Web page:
The failure of liberal democracy to deliver a just political order calls the liberal democratic ideology into question. Liberal democracy has not attained the just social order that its advocates have presented as its raison d’être. Even if an ideologically-inspired reconstruction of the social order fails to bring about the imagined ideal social order, it might nevertheless bring about a (marginally) better life for the greater number of people, almost as an afterthought, or even as an unintended consequence. Has this come about? It could be argued that it has, but it could be argued with equally plausibility that the contemporary political order has made the peoples under its rule so poor and miserable in spirit that no luxuries have been worth the exchange.

Today there are still true believers. That means that ideologies retain their attractiveness and at least some of their efficacy. It is only when all ideologies find themselves bereft of believers that our condition can proceed beyond the end of history, i.e., can drop below history degree one to history degree zero.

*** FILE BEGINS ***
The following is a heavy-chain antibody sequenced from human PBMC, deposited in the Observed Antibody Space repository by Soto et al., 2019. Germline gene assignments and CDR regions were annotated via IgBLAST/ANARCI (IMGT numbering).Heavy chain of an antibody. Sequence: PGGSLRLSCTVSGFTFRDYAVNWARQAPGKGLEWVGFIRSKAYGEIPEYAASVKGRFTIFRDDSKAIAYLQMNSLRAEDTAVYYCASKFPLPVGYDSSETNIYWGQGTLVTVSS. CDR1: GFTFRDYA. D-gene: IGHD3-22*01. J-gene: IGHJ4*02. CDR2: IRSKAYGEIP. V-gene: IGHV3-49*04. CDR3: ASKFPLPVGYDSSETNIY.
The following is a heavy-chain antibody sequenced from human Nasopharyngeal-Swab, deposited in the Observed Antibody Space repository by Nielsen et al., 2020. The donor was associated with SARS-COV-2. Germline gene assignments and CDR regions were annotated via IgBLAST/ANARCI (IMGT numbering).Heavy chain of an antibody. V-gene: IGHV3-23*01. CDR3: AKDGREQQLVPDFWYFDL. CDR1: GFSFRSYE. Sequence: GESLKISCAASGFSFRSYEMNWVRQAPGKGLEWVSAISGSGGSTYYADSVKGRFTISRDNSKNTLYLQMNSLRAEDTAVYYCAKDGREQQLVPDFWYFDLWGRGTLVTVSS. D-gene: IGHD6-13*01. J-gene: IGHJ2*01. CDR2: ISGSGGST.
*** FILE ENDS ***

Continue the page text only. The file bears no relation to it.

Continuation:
There are true believers who do not know that they are true believers, because that in which they truly believe has never been called into question — has never, if you like, faced an existential risk. And the true object of belief of the true believers in the political system of our time is not liberal democracy, as I noted in History Degree Zero, but the nation-state system. It is the ideology of the nation-state that is triumphant today; it the political order itself, and not any one particular constituent of that political order (i.e., a nation-state), that has unquestioned sway.